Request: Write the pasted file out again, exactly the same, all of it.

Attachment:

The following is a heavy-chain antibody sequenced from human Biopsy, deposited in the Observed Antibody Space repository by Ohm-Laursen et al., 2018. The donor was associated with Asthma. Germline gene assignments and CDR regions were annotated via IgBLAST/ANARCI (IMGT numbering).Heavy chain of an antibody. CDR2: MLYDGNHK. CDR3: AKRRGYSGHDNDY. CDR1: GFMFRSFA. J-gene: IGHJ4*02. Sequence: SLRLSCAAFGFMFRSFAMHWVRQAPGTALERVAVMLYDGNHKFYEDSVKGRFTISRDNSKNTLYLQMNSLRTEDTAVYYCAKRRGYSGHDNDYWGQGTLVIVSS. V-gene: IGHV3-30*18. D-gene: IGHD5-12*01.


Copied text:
The following is a heavy-chain antibody sequenced from human Biopsy, deposited in the Observed Antibody Space repository by Ohm-Laursen et al., 2018. The donor was associated with Asthma. Germline gene assignments and CDR regions were annotated via IgBLAST/ANARCI (IMGT numbering).Heavy chain of an antibody. CDR2: MLYDGNHK. CDR3: AKRRGYSGHDNDY. CDR1: GFMFRSFA. J-gene: IGHJ4*02. Sequence: SLRLSCAAFGFMFRSFAMHWVRQAPGTALERVAVMLYDGNHKFYEDSVKGRFTISRDNSKNTLYLQMNSLRTEDTAVYYCAKRRGYSGHDNDYWGQGTLVIVSS. V-gene: IGHV3-30*18. D-gene: IGHD5-12*01.